Hi gang.  I am going to introduce you to Cris a Caminohead from Argentina that has volunteered some nice material for our benefit.  We start today and I will post some more next Friday.  Enjoy!  Felipe.
“If there is something every person who walks the Camino could tell is that their lives have changed because of the Camino. Mine certainly did, and while now, back home, I can identify how I got gifts day after day, I also got a day where my whole experience came to fruition.

“It was in Rabanal del Camino, in the Albergue Guacelmo, the albergue from the Confraternity of Saint James, from the English Community.

“In the hours I spent in that albergue I learned in all possible ways how is it to be there for others. It is not that I did not know it since before, I did, but one thing is to know it and a very different one is to live it, feel it, and see how is it for the others, the ones whose lives change when you are there for them.

“I have three stories from that day: the Irish Pilgrim, the young pilgrim from Washington DC (now, my little brother), and the hospitaleros.



That’s it from Cris, see you tomorrow.  Felipe.x


March 2nd – Everything Could Happen!

Annie the Director on the right at a film shoot here at Raven Ranch.


This is the third anniversary of Annie O’Neil’s first visit to Phil’s Camino the trail.  It was a life changing day for me, my family, for all of us.  It was a life changing day for Annie.  There was a bolt of Camino energy that day that we are still living off of.   And as Sancho said, “Everything is Possible on March 2nd!”  Well he did say the everything is possible part, I had to help him with the rest.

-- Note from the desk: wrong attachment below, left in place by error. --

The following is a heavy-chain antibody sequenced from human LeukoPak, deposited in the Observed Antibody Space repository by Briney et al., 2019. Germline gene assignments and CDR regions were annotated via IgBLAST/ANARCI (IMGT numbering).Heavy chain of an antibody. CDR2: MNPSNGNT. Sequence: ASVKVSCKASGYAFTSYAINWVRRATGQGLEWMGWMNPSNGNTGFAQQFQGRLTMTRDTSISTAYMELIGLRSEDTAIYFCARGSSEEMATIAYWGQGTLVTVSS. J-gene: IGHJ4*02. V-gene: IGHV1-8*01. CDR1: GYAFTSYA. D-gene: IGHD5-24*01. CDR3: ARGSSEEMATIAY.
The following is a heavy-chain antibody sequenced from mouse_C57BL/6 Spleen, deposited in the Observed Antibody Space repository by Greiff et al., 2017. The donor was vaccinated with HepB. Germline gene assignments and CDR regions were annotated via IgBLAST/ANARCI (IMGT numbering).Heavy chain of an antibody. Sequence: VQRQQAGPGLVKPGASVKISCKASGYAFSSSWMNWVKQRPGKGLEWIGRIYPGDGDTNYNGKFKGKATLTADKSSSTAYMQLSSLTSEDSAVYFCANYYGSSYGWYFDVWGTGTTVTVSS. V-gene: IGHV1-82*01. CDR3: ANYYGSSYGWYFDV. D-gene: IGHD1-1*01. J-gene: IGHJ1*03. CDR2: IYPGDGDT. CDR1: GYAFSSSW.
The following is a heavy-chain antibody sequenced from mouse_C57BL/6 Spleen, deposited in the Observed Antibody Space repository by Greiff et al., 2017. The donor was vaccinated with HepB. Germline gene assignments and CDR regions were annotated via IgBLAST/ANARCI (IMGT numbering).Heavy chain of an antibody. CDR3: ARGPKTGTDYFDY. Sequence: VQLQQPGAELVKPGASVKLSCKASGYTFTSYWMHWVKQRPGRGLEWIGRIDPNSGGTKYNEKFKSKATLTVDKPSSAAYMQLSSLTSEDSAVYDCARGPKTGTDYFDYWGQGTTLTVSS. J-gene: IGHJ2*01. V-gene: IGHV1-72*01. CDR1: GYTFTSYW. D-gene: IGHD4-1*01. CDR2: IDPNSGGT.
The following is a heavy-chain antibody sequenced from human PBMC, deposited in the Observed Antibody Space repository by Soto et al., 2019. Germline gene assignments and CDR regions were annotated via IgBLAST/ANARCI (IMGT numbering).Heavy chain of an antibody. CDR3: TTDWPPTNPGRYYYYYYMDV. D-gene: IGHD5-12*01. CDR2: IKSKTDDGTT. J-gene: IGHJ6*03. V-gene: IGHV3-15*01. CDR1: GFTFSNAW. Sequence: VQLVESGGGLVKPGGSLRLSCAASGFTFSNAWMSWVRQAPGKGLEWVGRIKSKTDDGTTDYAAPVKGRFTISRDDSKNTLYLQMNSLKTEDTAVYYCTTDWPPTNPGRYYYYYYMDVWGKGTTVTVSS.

I have been working on my Spanish language in my own Felipe way these daze.  At the new shop I generally have the local Mexican AM station on the funky radio.  It is fun to try and decode the talk.   I am not quite that far to get meaning but am working on picking out individual words.   And sometimes I need help.  Yesterday there was a Spanish speaking couple getting chemo in the next comfy chair over and I started a conversation with them by asking what the Spanish word “también” meant.  They were more than happy to help me out.  Now I know that it means  “also”.  And I got “punto” hammered out, which means “point”.

I came back from Spain with a big idea to learn Spanish but that project has been going glacially slow as you can see.  But what the hey?  Maybe I will get some new help from Cris from Buenos Aires.  Who by the way will be up on this blog tomorrow with her first post.  Maybe I can get a pic off FB to put with it.

Thanks for all the comments lately.  I’m sorry if I sometimes have short answers to long comments but I try.   And también if I have more private type info to pass along I can pick your email address off of the comment and contact you that way.  That’s  the “punto” .  My spell correction mechanism is going crazy here.

OK, off to walk and look for lion tracks.  Nice being with you.  Everything is possible loves, Felipe.




Camigos, My Scan Was Good.

Mary Margaret, me and Kelly, 2014 on the Camino. Nice pic Angela.


Yesterday’s scan showed minimal or no growth in my little old tumors.  They are basically hangin out.  So, treatment continues as usual.  This is a good thing!

And Mary Margaret came  with a new word, “camigos”.  Pretty nice.  We haven’t heard back from her whether she borrowed that or thought it up whole cloth.  But I ‘m excited either way.  Been a while since we had a new word.  So, I am presuming that this means a Camino friend, right?  What else could it be?  Or why would we want it to be something else, less or more.  Thanks MM.

Also, I got some help on the blogging from Cris from Buenos Aires.  She has produced some nice pieces.  I think I will start up the TGIF again and post one each week, that give me a break.  She is a real camigo or maybe camiga would be better.

It think that I will be out of here in another hour and a quarter.  This is when I start getting really antsy to go.  It is brightening up a little outside.  Maybe get back to the island to get some work done yet today.

Well, and Ash Wednesday on top of all that.  Will be at St. John Vianney’s for the 7 PM service.  OK, Lent is here.  Straight and narrow loves, Felipe.